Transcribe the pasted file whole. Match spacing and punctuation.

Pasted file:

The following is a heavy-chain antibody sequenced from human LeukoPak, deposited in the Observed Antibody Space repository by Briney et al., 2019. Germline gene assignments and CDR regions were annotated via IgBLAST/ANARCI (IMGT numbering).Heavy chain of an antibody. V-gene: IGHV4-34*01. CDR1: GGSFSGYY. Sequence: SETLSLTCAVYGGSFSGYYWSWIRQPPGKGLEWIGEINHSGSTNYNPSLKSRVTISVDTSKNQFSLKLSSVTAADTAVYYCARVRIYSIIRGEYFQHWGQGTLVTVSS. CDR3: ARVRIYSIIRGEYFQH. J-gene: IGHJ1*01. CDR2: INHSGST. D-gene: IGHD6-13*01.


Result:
The following is a heavy-chain antibody sequenced from human LeukoPak, deposited in the Observed Antibody Space repository by Briney et al., 2019. Germline gene assignments and CDR regions were annotated via IgBLAST/ANARCI (IMGT numbering).Heavy chain of an antibody. V-gene: IGHV4-34*01. CDR1: GGSFSGYY. Sequence: SETLSLTCAVYGGSFSGYYWSWIRQPPGKGLEWIGEINHSGSTNYNPSLKSRVTISVDTSKNQFSLKLSSVTAADTAVYYCARVRIYSIIRGEYFQHWGQGTLVTVSS. CDR3: ARVRIYSIIRGEYFQH. J-gene: IGHJ1*01. CDR2: INHSGST. D-gene: IGHD6-13*01.